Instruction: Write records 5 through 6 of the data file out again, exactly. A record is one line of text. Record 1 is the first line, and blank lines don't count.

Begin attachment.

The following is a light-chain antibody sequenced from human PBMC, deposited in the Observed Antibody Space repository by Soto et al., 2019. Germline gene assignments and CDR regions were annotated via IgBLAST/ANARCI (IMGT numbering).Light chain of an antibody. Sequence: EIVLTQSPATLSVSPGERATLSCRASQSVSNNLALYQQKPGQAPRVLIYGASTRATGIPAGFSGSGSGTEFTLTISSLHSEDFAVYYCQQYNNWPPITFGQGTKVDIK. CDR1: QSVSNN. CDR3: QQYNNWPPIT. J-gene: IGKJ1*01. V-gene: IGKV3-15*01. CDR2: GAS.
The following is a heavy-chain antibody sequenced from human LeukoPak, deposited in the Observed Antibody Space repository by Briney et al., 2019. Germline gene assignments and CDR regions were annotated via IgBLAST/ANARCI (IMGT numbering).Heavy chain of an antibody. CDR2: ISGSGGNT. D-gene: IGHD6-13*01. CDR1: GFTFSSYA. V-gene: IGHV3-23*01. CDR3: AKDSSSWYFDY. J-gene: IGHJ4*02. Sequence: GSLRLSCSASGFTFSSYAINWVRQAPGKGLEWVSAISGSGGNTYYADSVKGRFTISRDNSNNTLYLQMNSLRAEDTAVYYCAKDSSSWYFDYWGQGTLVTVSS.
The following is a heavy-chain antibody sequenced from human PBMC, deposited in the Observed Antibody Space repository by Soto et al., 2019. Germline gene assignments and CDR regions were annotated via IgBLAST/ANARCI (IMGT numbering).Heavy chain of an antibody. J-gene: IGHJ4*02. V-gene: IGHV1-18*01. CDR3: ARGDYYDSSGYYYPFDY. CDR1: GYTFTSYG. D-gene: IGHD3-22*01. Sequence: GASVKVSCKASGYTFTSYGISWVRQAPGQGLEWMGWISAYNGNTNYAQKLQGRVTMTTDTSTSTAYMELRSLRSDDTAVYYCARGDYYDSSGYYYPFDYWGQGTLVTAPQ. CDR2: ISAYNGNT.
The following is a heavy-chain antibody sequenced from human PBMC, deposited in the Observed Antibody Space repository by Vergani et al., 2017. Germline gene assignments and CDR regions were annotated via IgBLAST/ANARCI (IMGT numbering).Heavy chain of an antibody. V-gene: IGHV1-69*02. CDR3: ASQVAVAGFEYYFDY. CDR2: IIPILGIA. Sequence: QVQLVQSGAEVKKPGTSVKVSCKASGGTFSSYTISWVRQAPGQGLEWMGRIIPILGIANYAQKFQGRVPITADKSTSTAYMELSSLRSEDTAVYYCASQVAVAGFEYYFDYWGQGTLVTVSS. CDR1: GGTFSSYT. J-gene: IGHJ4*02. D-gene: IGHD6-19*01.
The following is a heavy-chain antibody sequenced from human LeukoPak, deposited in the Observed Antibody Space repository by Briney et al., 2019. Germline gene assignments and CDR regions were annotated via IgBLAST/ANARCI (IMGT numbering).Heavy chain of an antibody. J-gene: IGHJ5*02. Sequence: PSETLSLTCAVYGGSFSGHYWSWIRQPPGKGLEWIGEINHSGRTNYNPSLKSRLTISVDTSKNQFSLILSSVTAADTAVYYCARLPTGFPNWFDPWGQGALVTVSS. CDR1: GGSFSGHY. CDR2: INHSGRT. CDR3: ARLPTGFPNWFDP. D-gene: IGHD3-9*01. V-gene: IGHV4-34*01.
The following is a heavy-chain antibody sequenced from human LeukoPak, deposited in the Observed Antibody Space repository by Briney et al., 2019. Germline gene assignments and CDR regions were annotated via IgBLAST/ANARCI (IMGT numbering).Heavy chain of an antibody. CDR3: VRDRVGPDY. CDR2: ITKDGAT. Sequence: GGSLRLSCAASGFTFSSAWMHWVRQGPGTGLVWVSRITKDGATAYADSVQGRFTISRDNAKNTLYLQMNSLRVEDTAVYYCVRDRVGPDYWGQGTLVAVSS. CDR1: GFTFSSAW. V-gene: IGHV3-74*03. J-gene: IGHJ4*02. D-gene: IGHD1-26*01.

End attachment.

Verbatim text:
The following is a heavy-chain antibody sequenced from human LeukoPak, deposited in the Observed Antibody Space repository by Briney et al., 2019. Germline gene assignments and CDR regions were annotated via IgBLAST/ANARCI (IMGT numbering).Heavy chain of an antibody. J-gene: IGHJ5*02. Sequence: PSETLSLTCAVYGGSFSGHYWSWIRQPPGKGLEWIGEINHSGRTNYNPSLKSRLTISVDTSKNQFSLILSSVTAADTAVYYCARLPTGFPNWFDPWGQGALVTVSS. CDR1: GGSFSGHY. CDR2: INHSGRT. CDR3: ARLPTGFPNWFDP. D-gene: IGHD3-9*01. V-gene: IGHV4-34*01.
The following is a heavy-chain antibody sequenced from human LeukoPak, deposited in the Observed Antibody Space repository by Briney et al., 2019. Germline gene assignments and CDR regions were annotated via IgBLAST/ANARCI (IMGT numbering).Heavy chain of an antibody. CDR3: VRDRVGPDY. CDR2: ITKDGAT. Sequence: GGSLRLSCAASGFTFSSAWMHWVRQGPGTGLVWVSRITKDGATAYADSVQGRFTISRDNAKNTLYLQMNSLRVEDTAVYYCVRDRVGPDYWGQGTLVAVSS. CDR1: GFTFSSAW. V-gene: IGHV3-74*03. J-gene: IGHJ4*02. D-gene: IGHD1-26*01.